Section 10 of The Indian Easements Act, 1882: Lessor and mortgagor
Subject to the provisions of section 8, a lessor may impose, on the property leased, any easement that does not derogate from the rights of the lessee as such, and a mortgagor may impose, on the property mortgaged, any easement that does not render the security insufficient. But a lessor or mortgagor cannot, without the consent of the lessee or mortgagee, impose any other easement on such property, unless it be to take effect on the termination of the lease of the redemption of the mortgage.
Explanation: A security is insufficient within the meaning of this section unless the value of the mortgaged property exceeds by one-third, or, if consisting of building, exceeds by one-half, the amount for the time being due on the mortgage.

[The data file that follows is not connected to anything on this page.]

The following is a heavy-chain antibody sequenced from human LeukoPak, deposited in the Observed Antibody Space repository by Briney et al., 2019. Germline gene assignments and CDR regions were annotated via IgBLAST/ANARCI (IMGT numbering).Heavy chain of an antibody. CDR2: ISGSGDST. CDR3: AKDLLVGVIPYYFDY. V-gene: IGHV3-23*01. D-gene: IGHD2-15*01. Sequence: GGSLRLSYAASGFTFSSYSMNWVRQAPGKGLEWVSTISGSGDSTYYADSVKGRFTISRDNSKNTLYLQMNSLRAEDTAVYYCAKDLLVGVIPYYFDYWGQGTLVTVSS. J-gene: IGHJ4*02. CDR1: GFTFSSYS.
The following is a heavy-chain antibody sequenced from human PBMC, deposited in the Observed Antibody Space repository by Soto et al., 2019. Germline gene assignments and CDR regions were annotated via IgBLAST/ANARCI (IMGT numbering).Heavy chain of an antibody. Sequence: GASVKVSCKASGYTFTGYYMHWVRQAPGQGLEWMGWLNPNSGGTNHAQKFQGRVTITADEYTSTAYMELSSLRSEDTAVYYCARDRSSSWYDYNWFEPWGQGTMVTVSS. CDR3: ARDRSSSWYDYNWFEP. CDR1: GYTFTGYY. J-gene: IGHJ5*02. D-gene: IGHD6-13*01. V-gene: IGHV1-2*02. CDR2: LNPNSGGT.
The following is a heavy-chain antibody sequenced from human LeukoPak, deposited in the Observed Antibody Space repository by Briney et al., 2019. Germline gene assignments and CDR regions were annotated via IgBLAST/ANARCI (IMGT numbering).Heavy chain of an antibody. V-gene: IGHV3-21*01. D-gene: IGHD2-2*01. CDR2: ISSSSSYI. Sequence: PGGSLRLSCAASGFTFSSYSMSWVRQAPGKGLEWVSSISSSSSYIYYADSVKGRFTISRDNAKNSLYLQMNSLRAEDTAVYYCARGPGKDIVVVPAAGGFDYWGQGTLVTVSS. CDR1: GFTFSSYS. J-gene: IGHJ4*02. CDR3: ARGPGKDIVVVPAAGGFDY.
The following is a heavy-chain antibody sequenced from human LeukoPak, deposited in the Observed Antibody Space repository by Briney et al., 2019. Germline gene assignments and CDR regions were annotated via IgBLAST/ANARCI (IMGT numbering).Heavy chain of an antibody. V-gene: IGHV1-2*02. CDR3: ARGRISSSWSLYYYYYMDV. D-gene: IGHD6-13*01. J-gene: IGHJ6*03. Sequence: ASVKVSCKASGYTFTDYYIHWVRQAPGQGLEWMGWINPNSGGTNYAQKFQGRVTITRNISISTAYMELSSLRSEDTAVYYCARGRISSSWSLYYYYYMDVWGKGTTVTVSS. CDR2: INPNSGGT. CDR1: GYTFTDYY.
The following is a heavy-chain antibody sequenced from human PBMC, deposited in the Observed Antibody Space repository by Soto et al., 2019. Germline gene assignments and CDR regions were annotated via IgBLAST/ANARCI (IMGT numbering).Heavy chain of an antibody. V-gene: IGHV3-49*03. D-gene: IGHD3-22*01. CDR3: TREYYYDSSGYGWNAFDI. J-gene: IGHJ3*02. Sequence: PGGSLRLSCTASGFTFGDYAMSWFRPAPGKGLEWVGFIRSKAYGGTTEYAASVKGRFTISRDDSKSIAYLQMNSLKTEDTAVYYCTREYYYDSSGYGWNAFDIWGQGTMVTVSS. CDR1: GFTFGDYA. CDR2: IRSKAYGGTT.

If a person lets his land to another he cannot, during the continuance of the lease, impose an easement which would derogate from the rights of the lessee as such, for instance, if “A” has let his house to “B” he cannot afterwards grant a right of way through its courtyard to an adjoining owner, or grant a right to discharge sullage water or smoke and vapours into that house as these will interfere with the use and enjoyment of the house by “B”. But A can grant an easement to the owner of an adjoining house to rest his beams on A’s walls, or A may agree not to raise any constructions on the demised premises so as to darken the room of an adjoining owner, or if there is grass growing in the compound of the house let, and if A has reserved his right to it, he may grant an easement to an adjacent owner to graze his cattle there. In the case of a mortgage the property is only security for the loan, the mortgagee is interested only in the repayment of the loan and so long as the security is not rendered insufficient the mortgagee has no cause to complain if any easement is imposed by the mortgagor on the property.